This week, I wanted to chat about the health benefits of saunas. Saunas are a part of many different cultures and have been around for thousands of years. Japanese, Finnish, Russian, Roman, American Indian, and Turkish cultures all have their own version of utilizing exposure to ambient heat and inducing sweat for health benefits. Sweating is an excellent way to detox and heal the body through its own natural abilities. On top of all that, they feel fantastic!

Deep sweating is an excellent tool to increase the bodies natural ability to detox. The bodies largest organ is our skin. Sweating allows us to push out toxins through the pores in our skin. A sauna session can allow you to clean your skin more thoroughly than washing the skin as we push the toxins, pollutants, and bacteria out. How cool is that!? In addition, high temperatures kill many strains of bacteria which can help to clear infected, or acne prone skin.

Sauna use can stimulate your heart rate. Spending time in a sauna can increase our heart rate, mimicking the effect of moderate exercise. Some studies have shown that regular exposure to high heat has even increased cardiovascular endurance. The increased heart rate also helps to oxygenate the blood, enhances circulation to the organs, muscle, and fat tissue which promotes healing  **Note–spending time in a sauna will not replace the bodies need for regular exercise. 🙂

Regular sauna use has been linked to a reduction in the risk of developing heart disease. What is this attributed to? In addition to the increased blood flow experienced from an increased heart rate, taking time to relax and unplug can be hugely beneficial in reducing risk of heart disease. This simple act of taking time to relax lowers stress and anxiety, and decreases blood pressure.

Some studies have found that taking a sauna at the beginning of an illness can help fight off infection. Sitting in a sauna increases the body’s core temperature which is like inducing a fever, which is our bodies first line of defense against illness. It is hard for pathogens to survive in higher temperatures.

Saunas can help to alleviate sore, tired muscles after a workout. If you take a sauna after a workout, your increased heart rate that you experience in the sauna can help to increase blood flow to repair your muscles as well as carry away the built-up lactic acid that is created in your muscles during exercise. 

Remember to stay hydrated before and after taking a sauna, as prolonged sweating can cause dehydration. Also, if you feel lightheaded or dizzy during your time in the sauna, exit immediately and re-hydrate while sitting in a cool space. Also, please note that saunas are often contraindicated during pregnancy.

I hope that you are having a happy, healthy week! 🙂 Until next time!

xo Lara

What is Adrenal Fatigue?


This week, I wanted to talk a bit about adrenal fatigue. What is it and how do you recognize the symptoms? If you suspect that you do have adrenal fatigue syndrome, there are adrenal stress tests available to confirm. Consult your physician if you suspect that you are struggling with adrenal fatigue syndrome.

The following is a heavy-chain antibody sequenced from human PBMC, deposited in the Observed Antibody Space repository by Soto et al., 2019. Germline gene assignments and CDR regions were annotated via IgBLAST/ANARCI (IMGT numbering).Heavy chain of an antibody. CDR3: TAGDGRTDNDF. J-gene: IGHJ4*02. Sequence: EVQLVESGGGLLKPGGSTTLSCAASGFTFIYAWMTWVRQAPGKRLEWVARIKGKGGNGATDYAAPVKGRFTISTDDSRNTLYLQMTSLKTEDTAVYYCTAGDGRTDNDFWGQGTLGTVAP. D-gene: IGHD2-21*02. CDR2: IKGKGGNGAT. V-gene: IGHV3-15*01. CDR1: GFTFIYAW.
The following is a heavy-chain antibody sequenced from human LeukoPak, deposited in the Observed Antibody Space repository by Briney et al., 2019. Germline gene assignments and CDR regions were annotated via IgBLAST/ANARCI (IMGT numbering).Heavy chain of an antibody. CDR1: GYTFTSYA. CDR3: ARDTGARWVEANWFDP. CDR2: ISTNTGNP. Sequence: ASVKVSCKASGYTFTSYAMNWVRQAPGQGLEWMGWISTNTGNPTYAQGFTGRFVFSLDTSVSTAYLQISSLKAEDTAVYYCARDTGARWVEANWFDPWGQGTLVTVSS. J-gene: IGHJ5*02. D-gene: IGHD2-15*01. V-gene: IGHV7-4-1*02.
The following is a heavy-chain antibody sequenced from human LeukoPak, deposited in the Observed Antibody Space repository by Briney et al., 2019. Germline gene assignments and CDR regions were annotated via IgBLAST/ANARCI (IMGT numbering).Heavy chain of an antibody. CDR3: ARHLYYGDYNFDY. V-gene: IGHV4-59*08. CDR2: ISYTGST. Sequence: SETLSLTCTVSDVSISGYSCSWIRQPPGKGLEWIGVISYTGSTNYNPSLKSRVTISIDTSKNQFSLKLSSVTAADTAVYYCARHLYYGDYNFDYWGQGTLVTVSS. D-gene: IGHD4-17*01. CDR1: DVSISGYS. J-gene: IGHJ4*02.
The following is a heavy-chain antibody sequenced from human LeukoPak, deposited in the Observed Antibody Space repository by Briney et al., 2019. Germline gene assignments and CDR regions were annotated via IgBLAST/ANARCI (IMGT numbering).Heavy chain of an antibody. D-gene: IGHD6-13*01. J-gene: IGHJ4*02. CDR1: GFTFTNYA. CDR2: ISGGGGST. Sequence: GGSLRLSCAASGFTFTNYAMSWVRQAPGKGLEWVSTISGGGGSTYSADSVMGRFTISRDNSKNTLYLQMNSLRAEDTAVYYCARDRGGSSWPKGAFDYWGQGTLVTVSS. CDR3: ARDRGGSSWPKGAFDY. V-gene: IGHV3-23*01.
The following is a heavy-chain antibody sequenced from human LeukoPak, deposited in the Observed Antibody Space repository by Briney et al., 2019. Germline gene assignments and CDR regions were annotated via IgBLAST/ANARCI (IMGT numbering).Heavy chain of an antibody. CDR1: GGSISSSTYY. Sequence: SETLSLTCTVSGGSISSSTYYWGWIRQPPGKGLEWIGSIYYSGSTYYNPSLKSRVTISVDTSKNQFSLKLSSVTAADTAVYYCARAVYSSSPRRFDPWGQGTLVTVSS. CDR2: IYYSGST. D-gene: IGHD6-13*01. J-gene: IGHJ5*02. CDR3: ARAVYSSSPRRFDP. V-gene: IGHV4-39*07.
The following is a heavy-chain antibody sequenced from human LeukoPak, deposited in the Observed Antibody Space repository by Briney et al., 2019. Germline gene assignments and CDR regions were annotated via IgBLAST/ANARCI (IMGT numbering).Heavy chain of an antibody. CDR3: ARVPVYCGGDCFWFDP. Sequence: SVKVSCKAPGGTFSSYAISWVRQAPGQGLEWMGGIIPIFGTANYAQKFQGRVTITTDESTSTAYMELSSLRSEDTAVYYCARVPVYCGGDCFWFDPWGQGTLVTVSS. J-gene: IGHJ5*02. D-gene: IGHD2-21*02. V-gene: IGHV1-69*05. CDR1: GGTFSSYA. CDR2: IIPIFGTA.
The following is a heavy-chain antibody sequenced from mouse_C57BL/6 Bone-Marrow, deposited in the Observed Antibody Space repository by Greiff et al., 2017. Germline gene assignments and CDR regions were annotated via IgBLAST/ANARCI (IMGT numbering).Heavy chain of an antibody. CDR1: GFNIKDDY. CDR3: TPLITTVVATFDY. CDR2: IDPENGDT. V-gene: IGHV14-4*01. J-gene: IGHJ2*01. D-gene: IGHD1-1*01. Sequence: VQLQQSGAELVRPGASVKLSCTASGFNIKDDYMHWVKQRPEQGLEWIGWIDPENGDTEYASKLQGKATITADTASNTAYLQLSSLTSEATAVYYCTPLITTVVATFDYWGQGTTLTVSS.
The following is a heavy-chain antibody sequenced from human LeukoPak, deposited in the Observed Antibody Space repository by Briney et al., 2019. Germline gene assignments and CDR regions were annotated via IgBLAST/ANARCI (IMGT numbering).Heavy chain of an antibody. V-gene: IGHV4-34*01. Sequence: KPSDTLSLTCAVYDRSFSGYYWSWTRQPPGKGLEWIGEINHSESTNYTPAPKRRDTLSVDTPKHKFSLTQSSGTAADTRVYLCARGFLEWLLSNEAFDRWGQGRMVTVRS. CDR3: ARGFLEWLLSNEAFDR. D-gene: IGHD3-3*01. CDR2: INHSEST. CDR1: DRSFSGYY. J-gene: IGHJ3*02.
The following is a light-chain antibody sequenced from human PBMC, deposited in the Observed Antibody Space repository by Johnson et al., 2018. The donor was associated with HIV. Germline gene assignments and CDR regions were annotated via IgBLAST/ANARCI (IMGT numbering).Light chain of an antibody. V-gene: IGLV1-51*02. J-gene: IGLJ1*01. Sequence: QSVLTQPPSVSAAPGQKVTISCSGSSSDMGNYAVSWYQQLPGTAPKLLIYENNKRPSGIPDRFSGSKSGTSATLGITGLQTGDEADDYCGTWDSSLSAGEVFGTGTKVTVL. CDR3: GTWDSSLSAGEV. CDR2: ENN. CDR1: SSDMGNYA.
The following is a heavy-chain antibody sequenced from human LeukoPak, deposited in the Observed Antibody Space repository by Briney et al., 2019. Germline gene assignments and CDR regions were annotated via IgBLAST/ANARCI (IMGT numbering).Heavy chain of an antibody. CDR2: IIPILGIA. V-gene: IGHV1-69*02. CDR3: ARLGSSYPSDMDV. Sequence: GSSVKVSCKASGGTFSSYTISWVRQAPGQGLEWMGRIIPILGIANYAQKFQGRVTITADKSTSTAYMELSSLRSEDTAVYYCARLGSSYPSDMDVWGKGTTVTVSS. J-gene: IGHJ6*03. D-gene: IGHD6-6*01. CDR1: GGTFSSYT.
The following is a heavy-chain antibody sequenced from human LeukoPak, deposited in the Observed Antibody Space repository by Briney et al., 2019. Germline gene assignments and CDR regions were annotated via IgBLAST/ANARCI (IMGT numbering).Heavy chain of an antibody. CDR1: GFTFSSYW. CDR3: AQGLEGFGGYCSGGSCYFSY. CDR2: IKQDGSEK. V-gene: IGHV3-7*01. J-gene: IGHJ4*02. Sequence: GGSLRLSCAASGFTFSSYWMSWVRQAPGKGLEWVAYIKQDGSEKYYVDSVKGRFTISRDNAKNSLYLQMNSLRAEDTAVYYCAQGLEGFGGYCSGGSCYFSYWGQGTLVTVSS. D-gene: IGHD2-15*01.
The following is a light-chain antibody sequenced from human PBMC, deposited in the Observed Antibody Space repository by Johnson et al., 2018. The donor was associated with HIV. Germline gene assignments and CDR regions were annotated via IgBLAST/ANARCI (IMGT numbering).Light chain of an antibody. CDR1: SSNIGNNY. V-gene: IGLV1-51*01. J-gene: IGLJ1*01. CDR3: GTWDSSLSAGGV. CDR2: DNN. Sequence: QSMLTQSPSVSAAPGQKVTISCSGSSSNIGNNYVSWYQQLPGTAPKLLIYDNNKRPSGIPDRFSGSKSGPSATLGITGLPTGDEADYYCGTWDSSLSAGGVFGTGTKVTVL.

What is adrenal fatigue syndrome?
Adrenal fatigue syndrome is characterized as a group of symptoms indicating that the adrenal glands are not functioning at an optimal level. It is categorized by a disruption of your adrenal glands’ ability to create cortisol in response to stress.

Where are the adrenal glands located?
The adrenal glands are located just above each kidney. They coordinate nearly every hormone in your body.

What are possible causes of adrenal fatigue?
1) Stressful experiences such as loss of a loved one
2) Emotional Trauma
3) Lack of sleep
4) Poor diet and lack of exercise
5) Exposure to environmental toxins or pollutants
6) Prolonged stress due to financial hardship, negative home or work environment, etc.

What are possible symptoms of adrenal fatigue?

1) Feeling tired for no reason
2) Increased energy and alertness in the evening, with lethargy during the day
3) Craving sweet and salty snacks
4) Feeling overwhelmed and rundown
5) Inability to handle stressful situations
6) Trouble waking up in the morning even after a full night’s rest
7) Decreased sexual drive
8) Weight gain
9) Bone loss
10) Hair loss
11) Chronic inflammation
12) Decreased ability to focus

How to treat adrenal fatigue?
First of all, consult with your physician if you suspect that you are suffering from adrenal fatigue syndrome. There are also helpful steps that you can take:

Eat an anti-inflammatory diet that is rich in brightly colored vegetables and fruits as well as lean/clean meats (if you eat meat…if not, focus on the veggies). Your diet should include foods that are rich in B vitamins, Zinc, Vitamin D, and selenium; all of which support proper hormone function.  As a general rule, inflammatory foods include those that are deep fried, sugar-based, or carbohydrate heavy. A dinner with wild-caught salmon, broccoli, and roasted sweet potatoes would be a great option on an anti-inflammatory diet. 🙂

Avoid alcohol and coffee.

Go to bed early, and at the same time each night.

Stay hydrated.

Find activities that reduce stress. An hour of light Pilates may just be the ticket! 😉 10 minutes of meditation is clinically proven to reduce stress levels as well.

Thank you so much for stopping by! Until next time!

xo Lara